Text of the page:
# Don't evaluate firewall rules on local loopback devices set skip on lo # Block all connections unless whitelisted block all pass out proto {tcp udp} to port { 53 123 } # dns and ntp - needed to resolve domain names and get time pass out proto {tcp udp} to port { 80 443 } # http(s) outbound - needed to install packages pass out inet proto icmp icmp-type { echoreq } # allows server to ping and be pinged, for testing. Remove if you want pass in proto {tcp udp} to port 22 # ssh

We can then check if our config is valid using pfctl -nf /etc/pf.conf and load our config using pfctl -f /etc/pf.conf.

If you're new to firewalls, something you should know is that if you allow an inbound connection, it also allows your server to respond to that connection, even if you're blocking outgoing connections on the same port. Inbound and Outbound rules only care about the request, not the response. For example, if a server has the following lines in its config:

Example /etc/pf.conf
... block out to port {http https} pass in to port {http https} ...

it will respond to all http(s) requests, just like a normal webserver would.

Digital Ocean has an article on basic firewall configuration, if you'd like to get even more in depth. Firewalls are your first and strongest line of defense against bad actors trying to get into your site. Treat them with the respect they deserve.

Getting a Domain

If you haven't already, you're going to want to buy a domain from a reputable registrar. I don't have any recommendations for reputable registrars right now, but I believe it's hard to make a mistake with this. If you're looking for a new registrar, remember that for our purposes, a registrar will only be used for:

And these are not actions that will take up hours of your time each month. I interact with my registrar maybe a handful of times per year. All this is to say don't overthink this part, the main thing that will differentiate registrars is their privacy policy (how they handle WHOIS requests) and their prices. You can usually switch your domain between registrars for a fee as well.

Making Your Domain Point To Your Server (Intro to DNS Records)

So for this whole tutorial we've only been using IP addresses. That's becaues computers use IP addresses to find each other across networks. They don't know how to do it any other way. But IP addresses aren't easy to remember. Domain names are much easier to remember, so how do we link our domain to our server's IP address? We do that by modifying our domain's DNS records.

When we buy a domain from a registrar, we receive exclusive rights to use that domain, yet, but we also receive a set amount of space on a their servers where we are meant to put information about our domain. This information about our domain is called our DNS records (Domain Name Server records). And as a result, in order to have our domain name point to our IP address, we need to add a new DNS record that does exactly that.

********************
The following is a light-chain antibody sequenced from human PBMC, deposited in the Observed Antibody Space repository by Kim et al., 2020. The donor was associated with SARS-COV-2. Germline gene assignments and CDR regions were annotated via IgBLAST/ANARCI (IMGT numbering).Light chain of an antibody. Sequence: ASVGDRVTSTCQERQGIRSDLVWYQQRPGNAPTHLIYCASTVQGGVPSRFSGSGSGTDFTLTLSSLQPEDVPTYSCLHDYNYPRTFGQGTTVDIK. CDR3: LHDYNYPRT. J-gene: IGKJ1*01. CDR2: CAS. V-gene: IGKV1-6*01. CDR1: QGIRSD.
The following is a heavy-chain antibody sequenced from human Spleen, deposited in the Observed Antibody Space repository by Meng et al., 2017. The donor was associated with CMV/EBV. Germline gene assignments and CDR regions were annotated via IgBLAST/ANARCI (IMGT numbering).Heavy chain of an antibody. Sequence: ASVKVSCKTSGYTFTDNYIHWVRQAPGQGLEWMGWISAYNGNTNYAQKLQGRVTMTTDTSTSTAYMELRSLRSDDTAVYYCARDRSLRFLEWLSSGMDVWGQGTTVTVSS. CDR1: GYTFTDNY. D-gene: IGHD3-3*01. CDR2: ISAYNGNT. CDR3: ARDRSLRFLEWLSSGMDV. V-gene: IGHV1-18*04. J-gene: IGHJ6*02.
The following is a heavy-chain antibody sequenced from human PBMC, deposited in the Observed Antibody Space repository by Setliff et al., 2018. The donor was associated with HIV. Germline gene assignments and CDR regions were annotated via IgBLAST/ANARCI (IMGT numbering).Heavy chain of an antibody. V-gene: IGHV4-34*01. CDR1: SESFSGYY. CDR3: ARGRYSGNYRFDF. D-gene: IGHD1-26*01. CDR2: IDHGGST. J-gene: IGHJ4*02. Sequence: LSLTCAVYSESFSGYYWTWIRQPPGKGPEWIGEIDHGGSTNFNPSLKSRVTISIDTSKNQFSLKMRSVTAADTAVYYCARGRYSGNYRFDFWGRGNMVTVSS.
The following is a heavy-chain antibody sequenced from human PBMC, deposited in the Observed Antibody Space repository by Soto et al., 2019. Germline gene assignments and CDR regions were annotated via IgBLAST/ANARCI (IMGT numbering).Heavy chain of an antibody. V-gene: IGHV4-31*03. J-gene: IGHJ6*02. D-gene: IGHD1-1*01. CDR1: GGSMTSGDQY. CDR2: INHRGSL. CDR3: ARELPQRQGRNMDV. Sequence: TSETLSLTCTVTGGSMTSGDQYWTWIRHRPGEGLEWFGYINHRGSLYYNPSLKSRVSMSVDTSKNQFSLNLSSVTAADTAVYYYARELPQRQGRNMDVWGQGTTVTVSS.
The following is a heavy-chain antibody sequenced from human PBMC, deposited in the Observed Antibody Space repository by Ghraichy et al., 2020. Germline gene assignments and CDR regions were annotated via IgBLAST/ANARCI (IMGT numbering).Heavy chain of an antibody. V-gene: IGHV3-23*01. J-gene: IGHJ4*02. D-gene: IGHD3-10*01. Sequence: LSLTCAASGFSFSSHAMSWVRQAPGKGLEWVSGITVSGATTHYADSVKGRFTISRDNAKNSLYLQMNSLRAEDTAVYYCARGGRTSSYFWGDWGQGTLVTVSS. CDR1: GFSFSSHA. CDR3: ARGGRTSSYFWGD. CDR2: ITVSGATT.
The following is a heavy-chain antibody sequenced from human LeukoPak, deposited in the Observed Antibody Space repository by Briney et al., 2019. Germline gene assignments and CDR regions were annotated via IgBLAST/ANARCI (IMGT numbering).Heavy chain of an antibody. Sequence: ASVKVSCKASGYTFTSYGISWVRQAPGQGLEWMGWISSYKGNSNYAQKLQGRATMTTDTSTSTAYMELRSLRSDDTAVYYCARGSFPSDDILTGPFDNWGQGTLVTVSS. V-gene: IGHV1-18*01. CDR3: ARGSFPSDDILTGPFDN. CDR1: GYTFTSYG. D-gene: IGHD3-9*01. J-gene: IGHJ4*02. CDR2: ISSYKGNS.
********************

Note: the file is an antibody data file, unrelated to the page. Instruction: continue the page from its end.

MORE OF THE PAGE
Cloudflare has a great explanation on what DNS records are, The DNS record that we need to add is called an A record if you have an IPV4 address, or an AAAA record if you have an IPV6 address. Therefore you're going to want create a new A/AAAA DNS record that points from your domain name to your IP address. There will be a TTL (time-to-live) field as well which essentially tells you how long (in seconds) it will take for a change in your DNS record to update. A higher TTL may result in quicker DNS lookups due to caching, but while we are just setting up our server, lets set the TTL to 300 so that we can make changes relatively quickly. Every registrar has a different format for viewing and changing DNS records, although they should all contain the same info. Here's roughly what my A/AAAA records look like:

A/AAAA DNS Records
prefix record type value TTL ------------------------------------------ A 192.0.2.1 300 AAAA [2001:3f37::] 300 www A 192.0.2.1 300 www AAAA [2001:3f37::] 300

As you can see, my site has 2 A records and 2 AAAA records. Since I am using both A and AAAA, this means that my server must have both a valid IPV4 and a valid IPV6 address. Each record will exist for 5 minutes before it is updated. In additional to having A/AAAA records with no prefix, I've also included A/AAAA records with the www. This way both example.com (no prefix) and www.example.com (www prefix) will resolve to the same server.

The BIND format is a fairly clear and common way of representing DNS records. This is what the above record would look like in the BIND format:

DNS Records in BIND format
$ORIGIN example.com. $TTL 5m IN A 192.0.2.1 IN AAAA [2001:3f37::] www IN A 192.0.2.1 www IN AAAA [2001:3f37::]

We're done

That's it. By now your server should be good to go. I've undoubtedly glossed over some of the finer details, but I really wanted to document the broad strokes. You should now have a pretty solid base to do whatever you'd like. Check out the other guides if you'd like to run a web server or a mail server on top of our lovely base.

Footnotes & FAQ

Why do you use separate users instead of logging in as root?

The main reason is just access control. If every admin logs into his own user, then when an admin needs to be added, a user account is added. When an admin needs to be deleted, a user account is deleted. No need to finangle and find which ssh key needs to be removed. Another secondary reason is that some people prefer to leave the ssh 'Login by password' feature on. Imagine this scenario:

You're an admin on a web server and you leave the LoginByPassword feature enabled in your ssh config. Your ssh daemon listens for incoming connections on the default ssh port, 22, and LoginAsRoot is enabled. Now image that I'm a bad actor who rights a basic web script that does the following:

For every public IP address on the internet:
    ssh root@ip_address
    If this returns a prompt for a password:
        Begin brute force attack on root@ip_address

With LoginAsRoot enabled, you have just told everyone on the internet: "Here's the most privelaged account on my server. See if you can guess what password it is." If you at least disable LoginAsRoot, you remove this basic attack vector. Yes this IS security by obscurity, but so is having a password to begin with, so if you're going down that route, try your best to obscure as much as possible. Your SSH daemon is easily overlooked, but it is also one of the most important things to harden.